The gastrointestinal (GI) system is a boundary between the external world and the internal environment of the human body. The stomach plays an important role in the GI system, not only by helping to protect the internal environment from outside pathogens by the bactericidal activity of gastric acid, but also in preparing food for digestion and absorption of nutrients. The stomach functions to act as a reservoir for food by accommodating large quantities of ingested food through receptive relaxation. Through contraction and relaxation of the stomach musculature the stomach mixes and liquefies food with gastric juice, which partially digests food and emulsifies fats. Although simplified here, an intricate and complex relationship between exocrine, endocrine, paracrine, and neurocrine pathways are involved. The aim of this chapter is to summarize these complex interactions as well as to illustrate the physiologic anatomy as it relates to surgical diseases.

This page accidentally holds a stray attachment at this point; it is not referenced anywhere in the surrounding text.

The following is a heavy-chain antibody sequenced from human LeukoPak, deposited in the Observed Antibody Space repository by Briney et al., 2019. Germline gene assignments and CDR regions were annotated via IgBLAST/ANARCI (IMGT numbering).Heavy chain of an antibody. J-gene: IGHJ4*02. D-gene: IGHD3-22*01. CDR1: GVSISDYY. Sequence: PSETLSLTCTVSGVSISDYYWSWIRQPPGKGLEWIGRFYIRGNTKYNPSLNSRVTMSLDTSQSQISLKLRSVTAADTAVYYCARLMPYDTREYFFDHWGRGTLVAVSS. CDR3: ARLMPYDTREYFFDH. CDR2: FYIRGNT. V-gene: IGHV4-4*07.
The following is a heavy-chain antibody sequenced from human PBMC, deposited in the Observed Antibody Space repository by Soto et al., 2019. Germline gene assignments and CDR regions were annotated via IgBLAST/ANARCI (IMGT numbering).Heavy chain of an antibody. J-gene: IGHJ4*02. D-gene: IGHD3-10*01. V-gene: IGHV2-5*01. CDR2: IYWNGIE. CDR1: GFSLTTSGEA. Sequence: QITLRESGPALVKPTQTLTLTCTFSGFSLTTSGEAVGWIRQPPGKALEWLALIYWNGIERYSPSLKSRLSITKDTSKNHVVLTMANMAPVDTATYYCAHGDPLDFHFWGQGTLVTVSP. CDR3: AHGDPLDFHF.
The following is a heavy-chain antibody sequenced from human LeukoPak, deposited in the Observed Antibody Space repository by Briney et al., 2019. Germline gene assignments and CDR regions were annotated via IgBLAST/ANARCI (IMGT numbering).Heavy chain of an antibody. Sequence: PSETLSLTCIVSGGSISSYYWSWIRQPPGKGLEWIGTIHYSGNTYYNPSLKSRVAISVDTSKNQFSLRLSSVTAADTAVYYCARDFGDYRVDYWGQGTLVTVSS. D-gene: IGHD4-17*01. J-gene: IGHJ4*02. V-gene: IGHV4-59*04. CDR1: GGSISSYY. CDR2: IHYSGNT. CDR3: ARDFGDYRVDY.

|Original language||English (US)|
|Title of host publication||Modern Surgical Care|
|Subtitle of host publication||Physiologic Foundations and Clinical Applications, Third Edition|
|Number of pages||74|
|State||Published - Jan 1 2006|
ASJC Scopus subject areas